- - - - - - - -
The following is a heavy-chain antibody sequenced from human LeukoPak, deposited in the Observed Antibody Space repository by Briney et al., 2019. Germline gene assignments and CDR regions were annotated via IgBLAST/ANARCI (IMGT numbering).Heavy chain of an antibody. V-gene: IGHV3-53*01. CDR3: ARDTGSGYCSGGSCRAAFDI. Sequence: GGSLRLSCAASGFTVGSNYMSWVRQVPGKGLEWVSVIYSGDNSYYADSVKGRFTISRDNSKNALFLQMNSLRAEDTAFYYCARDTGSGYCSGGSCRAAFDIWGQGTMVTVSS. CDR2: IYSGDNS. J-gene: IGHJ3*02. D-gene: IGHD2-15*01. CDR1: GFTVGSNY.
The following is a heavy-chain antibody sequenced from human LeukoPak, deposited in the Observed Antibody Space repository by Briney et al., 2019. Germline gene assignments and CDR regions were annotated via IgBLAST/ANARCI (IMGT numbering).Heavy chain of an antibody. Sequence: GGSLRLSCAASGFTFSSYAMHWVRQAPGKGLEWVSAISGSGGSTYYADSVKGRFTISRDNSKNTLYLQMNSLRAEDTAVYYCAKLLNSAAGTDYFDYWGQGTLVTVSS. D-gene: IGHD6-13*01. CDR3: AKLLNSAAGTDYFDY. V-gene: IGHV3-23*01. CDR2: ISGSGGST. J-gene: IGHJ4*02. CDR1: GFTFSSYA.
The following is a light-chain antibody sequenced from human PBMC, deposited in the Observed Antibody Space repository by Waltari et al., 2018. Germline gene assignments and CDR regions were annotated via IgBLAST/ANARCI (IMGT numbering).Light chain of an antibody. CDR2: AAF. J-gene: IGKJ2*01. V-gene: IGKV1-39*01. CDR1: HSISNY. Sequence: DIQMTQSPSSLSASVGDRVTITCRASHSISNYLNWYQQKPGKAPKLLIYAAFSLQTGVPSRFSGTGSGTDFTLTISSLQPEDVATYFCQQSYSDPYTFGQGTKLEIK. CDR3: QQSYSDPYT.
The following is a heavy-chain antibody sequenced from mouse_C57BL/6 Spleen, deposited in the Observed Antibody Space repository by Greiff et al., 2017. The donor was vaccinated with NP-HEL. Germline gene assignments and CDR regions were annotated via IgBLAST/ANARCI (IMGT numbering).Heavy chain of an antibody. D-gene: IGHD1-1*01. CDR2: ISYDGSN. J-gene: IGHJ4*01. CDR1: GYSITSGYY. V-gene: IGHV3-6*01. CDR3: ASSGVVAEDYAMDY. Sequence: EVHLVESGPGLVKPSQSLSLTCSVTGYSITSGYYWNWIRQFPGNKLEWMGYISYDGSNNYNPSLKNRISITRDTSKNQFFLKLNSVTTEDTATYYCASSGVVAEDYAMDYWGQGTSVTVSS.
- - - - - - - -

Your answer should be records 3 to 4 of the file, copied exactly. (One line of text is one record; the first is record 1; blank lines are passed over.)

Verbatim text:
The following is a light-chain antibody sequenced from human PBMC, deposited in the Observed Antibody Space repository by Waltari et al., 2018. Germline gene assignments and CDR regions were annotated via IgBLAST/ANARCI (IMGT numbering).Light chain of an antibody. CDR2: AAF. J-gene: IGKJ2*01. V-gene: IGKV1-39*01. CDR1: HSISNY. Sequence: DIQMTQSPSSLSASVGDRVTITCRASHSISNYLNWYQQKPGKAPKLLIYAAFSLQTGVPSRFSGTGSGTDFTLTISSLQPEDVATYFCQQSYSDPYTFGQGTKLEIK. CDR3: QQSYSDPYT.
The following is a heavy-chain antibody sequenced from mouse_C57BL/6 Spleen, deposited in the Observed Antibody Space repository by Greiff et al., 2017. The donor was vaccinated with NP-HEL. Germline gene assignments and CDR regions were annotated via IgBLAST/ANARCI (IMGT numbering).Heavy chain of an antibody. D-gene: IGHD1-1*01. CDR2: ISYDGSN. J-gene: IGHJ4*01. CDR1: GYSITSGYY. V-gene: IGHV3-6*01. CDR3: ASSGVVAEDYAMDY. Sequence: EVHLVESGPGLVKPSQSLSLTCSVTGYSITSGYYWNWIRQFPGNKLEWMGYISYDGSNNYNPSLKNRISITRDTSKNQFFLKLNSVTTEDTATYYCASSGVVAEDYAMDYWGQGTSVTVSS.